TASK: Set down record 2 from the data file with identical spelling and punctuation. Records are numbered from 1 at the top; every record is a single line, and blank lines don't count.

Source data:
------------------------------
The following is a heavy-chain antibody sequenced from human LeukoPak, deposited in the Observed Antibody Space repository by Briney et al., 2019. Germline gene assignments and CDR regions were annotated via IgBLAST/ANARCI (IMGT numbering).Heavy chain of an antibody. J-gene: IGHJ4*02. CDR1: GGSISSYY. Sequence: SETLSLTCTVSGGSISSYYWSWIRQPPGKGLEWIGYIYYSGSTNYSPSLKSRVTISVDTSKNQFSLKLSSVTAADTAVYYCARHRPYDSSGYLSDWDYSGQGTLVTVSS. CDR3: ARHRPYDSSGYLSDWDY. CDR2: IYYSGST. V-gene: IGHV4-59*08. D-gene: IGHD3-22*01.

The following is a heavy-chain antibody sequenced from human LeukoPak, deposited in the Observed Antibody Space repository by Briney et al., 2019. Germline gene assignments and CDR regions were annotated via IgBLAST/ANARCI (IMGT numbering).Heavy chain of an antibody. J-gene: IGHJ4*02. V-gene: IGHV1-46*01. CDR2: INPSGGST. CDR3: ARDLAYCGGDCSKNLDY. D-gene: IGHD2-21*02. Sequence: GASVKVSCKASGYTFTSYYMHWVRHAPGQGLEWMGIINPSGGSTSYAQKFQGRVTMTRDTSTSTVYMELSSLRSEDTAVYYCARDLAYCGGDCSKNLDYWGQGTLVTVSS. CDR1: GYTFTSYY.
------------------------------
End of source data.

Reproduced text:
The following is a heavy-chain antibody sequenced from human LeukoPak, deposited in the Observed Antibody Space repository by Briney et al., 2019. Germline gene assignments and CDR regions were annotated via IgBLAST/ANARCI (IMGT numbering).Heavy chain of an antibody. J-gene: IGHJ4*02. V-gene: IGHV1-46*01. CDR2: INPSGGST. CDR3: ARDLAYCGGDCSKNLDY. D-gene: IGHD2-21*02. Sequence: GASVKVSCKASGYTFTSYYMHWVRHAPGQGLEWMGIINPSGGSTSYAQKFQGRVTMTRDTSTSTVYMELSSLRSEDTAVYYCARDLAYCGGDCSKNLDYWGQGTLVTVSS. CDR1: GYTFTSYY.